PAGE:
House prices in Portugal will remain 6 times higher than salaries

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This is Fitch Ratings’ forecast for Portugal and Spain, assuming that the difficulties in accessing housing will persist.

Difficulties in accessing housing in Portugal and Spain will continue to exist in the short term. This is because, according to Fitch, increases in household incomes should be “practically equal” to the expected evolution of house prices in 2024 and 2025. In Portugal, the cost of housing could rise by up to 6% a year.

The financial rating agency says it expects “challenges in access to housing to persist, as projected nominal household income gains in 2024-2025 are broadly in line with housing pricetrend expectations”, reads a note.

This means that the national average house price is likely to remain between 5.5 and 6 times higher than the annual gross household income, both in Portugal and Spain. As you might expect, the affordability ratio is significantly higher in large urban metropolitan areas such as Madrid and Lisbon, at almost eight times.

According to Fitch’s estimates, (nominal) house prices are expected to grow annually by between 4% and 6% in Portugal and between 3% and 5% in Spain. This dynamic will be fueled by “persistent limitations in housing supply”, especially in less populated areas. In cities and tourist areas, a “solid” increase in housing supply is expected.

Demand for home loans to improve in 2024

Fitch expects demand for housing loans and financing conditions to improve in 2024 compared to last year, as lower interest rates are expected, something that should happen after the European Central Bank (ECB) starts lowering its key interest rates.

However, access to affordable housing is “a fundamental social concern in both countries, especially for young families and first-time buyers with little savings capacity”. It is in this context that the agency refers to the support measures announced by the political leaders of both countries, such as the Spanish guarantee scheme for young families and Portugal’s tax benefits to increase the housing stock.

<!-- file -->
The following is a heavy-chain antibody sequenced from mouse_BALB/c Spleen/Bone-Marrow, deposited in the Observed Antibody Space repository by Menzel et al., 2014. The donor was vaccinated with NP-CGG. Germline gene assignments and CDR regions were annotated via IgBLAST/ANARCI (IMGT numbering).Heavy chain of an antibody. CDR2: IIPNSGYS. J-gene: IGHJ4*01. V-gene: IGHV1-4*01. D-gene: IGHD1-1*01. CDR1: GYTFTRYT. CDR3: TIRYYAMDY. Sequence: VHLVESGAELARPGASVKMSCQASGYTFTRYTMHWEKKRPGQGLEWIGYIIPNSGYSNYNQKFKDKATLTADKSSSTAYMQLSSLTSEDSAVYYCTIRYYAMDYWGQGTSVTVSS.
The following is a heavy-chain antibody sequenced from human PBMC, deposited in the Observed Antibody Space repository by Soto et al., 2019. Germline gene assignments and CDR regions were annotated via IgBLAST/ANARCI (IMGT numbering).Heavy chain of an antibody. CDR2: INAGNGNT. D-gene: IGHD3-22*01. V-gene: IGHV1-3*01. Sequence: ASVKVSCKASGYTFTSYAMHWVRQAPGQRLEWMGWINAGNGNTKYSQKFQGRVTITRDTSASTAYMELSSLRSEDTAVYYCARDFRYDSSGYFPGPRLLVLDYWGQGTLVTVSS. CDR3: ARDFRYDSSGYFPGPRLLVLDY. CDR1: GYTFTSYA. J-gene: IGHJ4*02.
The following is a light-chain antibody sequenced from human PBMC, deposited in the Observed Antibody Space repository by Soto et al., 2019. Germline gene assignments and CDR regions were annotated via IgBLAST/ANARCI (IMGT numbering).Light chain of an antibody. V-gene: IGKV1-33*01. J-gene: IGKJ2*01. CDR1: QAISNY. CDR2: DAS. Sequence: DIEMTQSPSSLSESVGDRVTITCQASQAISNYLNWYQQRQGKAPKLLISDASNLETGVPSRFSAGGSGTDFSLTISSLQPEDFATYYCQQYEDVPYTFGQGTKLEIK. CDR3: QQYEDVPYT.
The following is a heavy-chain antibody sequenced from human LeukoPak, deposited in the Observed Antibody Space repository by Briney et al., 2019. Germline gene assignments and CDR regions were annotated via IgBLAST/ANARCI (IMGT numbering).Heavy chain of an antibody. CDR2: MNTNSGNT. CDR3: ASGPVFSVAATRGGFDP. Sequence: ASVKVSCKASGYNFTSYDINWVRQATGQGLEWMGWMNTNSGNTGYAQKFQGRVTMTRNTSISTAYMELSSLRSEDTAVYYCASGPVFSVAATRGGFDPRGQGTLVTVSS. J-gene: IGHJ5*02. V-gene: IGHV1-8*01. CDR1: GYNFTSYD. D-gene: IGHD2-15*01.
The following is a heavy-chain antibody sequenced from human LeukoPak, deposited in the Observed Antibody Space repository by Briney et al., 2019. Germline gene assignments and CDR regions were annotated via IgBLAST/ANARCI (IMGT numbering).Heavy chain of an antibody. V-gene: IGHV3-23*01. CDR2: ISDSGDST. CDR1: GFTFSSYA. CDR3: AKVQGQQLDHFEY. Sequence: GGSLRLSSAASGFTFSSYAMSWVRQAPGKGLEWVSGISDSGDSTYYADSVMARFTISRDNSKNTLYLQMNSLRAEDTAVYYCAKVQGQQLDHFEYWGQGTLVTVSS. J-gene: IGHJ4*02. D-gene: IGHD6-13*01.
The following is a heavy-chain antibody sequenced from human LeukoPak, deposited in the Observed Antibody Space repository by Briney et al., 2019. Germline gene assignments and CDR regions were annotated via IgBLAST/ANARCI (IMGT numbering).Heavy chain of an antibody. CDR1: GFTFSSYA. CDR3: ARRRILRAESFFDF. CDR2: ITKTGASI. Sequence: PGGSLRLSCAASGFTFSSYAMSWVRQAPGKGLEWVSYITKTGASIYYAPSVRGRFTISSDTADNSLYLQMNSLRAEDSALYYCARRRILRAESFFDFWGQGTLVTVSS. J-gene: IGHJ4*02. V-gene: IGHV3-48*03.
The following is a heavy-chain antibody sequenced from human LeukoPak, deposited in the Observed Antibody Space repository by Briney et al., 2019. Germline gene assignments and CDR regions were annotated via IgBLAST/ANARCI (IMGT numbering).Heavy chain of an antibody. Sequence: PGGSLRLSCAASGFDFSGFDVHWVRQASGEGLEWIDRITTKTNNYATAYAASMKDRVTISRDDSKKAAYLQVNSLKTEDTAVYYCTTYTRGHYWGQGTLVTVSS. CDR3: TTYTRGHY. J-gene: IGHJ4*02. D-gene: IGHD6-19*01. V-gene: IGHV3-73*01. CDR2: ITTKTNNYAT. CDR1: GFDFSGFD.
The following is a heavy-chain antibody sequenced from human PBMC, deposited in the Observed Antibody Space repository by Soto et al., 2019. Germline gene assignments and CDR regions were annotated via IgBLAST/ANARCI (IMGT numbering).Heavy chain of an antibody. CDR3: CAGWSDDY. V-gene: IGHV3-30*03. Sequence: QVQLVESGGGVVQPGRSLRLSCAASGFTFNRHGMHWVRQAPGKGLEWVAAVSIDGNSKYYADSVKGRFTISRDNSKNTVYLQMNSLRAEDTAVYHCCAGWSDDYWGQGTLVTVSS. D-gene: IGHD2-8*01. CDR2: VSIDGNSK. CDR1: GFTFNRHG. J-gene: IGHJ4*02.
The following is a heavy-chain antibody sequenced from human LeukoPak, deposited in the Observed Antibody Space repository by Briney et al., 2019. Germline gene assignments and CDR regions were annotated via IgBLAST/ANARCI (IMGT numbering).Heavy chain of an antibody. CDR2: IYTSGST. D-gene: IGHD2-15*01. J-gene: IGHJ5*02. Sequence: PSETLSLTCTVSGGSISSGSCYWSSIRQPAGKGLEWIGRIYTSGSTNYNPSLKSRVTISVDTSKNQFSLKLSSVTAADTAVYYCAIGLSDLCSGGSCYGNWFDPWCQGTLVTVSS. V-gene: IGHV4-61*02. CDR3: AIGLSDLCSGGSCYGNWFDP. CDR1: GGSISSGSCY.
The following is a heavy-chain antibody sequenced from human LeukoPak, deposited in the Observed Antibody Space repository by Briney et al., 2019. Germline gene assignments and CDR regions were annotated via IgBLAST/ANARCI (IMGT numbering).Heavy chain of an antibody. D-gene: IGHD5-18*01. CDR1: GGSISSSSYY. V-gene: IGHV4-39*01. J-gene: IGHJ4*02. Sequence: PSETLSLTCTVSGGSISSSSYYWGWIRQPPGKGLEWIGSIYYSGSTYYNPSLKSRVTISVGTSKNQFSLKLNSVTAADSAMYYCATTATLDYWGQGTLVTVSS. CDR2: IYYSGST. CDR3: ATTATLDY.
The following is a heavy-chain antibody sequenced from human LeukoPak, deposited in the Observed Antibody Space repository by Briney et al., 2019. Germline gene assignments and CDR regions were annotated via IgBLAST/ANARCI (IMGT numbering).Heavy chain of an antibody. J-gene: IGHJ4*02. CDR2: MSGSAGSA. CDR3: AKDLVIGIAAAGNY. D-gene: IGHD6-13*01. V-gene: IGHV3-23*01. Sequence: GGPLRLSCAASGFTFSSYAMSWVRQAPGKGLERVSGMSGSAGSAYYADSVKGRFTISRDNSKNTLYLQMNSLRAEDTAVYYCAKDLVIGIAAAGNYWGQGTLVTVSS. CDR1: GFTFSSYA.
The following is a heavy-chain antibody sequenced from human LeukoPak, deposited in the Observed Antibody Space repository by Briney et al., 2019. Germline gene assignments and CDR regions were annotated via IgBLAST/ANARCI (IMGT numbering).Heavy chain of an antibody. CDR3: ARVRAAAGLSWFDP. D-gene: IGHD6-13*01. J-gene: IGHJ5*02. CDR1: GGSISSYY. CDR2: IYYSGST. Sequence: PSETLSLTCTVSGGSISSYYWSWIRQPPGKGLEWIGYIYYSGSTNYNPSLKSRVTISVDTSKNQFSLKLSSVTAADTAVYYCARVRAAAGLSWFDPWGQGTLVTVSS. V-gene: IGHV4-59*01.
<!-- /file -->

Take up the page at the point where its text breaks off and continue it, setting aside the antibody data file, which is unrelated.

As for bank financing, Fitch pointed out that, for the first time in history,housing loans at mixed rates – which combine an initial period of fixed interest, followed by a variable rate – have become the norm in both Iberian countries, with a dominance of 70% in Portugal and 40% in Spain.

The bad news is that the agency predicts that there will be a “slight increase” in defaults on home loans throughout 2024, due to “the erosion of disposable income” as a result of the impact of inflation. On the other hand, defaults will “gradually” ease in 2025, as reductions in the Euribor over the next few months relax the payment conditions for variable rate (or mixed variable period) loans.

Hervé Hubert
Hervé Hubert
Hervé Hubert is a 55-year-old writer and journalist based in Porto, Portugal. Born in France, he brings a unique blend of French and Portuguese perspectives to his work. Education Hervé studied Journalism and Literature at the University of Lyon in France. After completing his studies, he gained valuable experience working with various French media outlets (Portugal France also). Career He worked for several years as a journalist in France before making the move to Portugal. In Porto, he joined the Portugal Pulse team as a staff writer. Skills Hervé specializes in storytelling, investigative journalism, and cultural commentary. He has a flair for capturing complex issues in a relatable way. Personal Life He currently resides in Porto and enjoys the city's rich culture, from Fado music to Francesinha cuisine. Hervé continues to maintain strong ties to his French heritage, often traveling back to France for family visits and cultural exploration. With his unique background and diverse skill set, Hervé Hubert adds a layered, multicultural lens to every story he covers.

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